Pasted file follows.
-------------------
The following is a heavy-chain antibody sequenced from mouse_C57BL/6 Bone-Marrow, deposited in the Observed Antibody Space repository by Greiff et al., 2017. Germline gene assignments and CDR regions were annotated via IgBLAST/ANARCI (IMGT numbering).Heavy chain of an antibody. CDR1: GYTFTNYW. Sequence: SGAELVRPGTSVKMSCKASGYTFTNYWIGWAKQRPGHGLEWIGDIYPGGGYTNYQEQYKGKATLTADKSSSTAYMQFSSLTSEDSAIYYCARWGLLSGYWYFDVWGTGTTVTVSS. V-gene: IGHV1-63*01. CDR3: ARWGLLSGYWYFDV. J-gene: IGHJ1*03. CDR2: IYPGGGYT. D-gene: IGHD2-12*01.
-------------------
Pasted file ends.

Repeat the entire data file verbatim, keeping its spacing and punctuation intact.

The following is a heavy-chain antibody sequenced from mouse_C57BL/6 Bone-Marrow, deposited in the Observed Antibody Space repository by Greiff et al., 2017. Germline gene assignments and CDR regions were annotated via IgBLAST/ANARCI (IMGT numbering).Heavy chain of an antibody. CDR1: GYTFTNYW. Sequence: SGAELVRPGTSVKMSCKASGYTFTNYWIGWAKQRPGHGLEWIGDIYPGGGYTNYQEQYKGKATLTADKSSSTAYMQFSSLTSEDSAIYYCARWGLLSGYWYFDVWGTGTTVTVSS. V-gene: IGHV1-63*01. CDR3: ARWGLLSGYWYFDV. J-gene: IGHJ1*03. CDR2: IYPGGGYT. D-gene: IGHD2-12*01.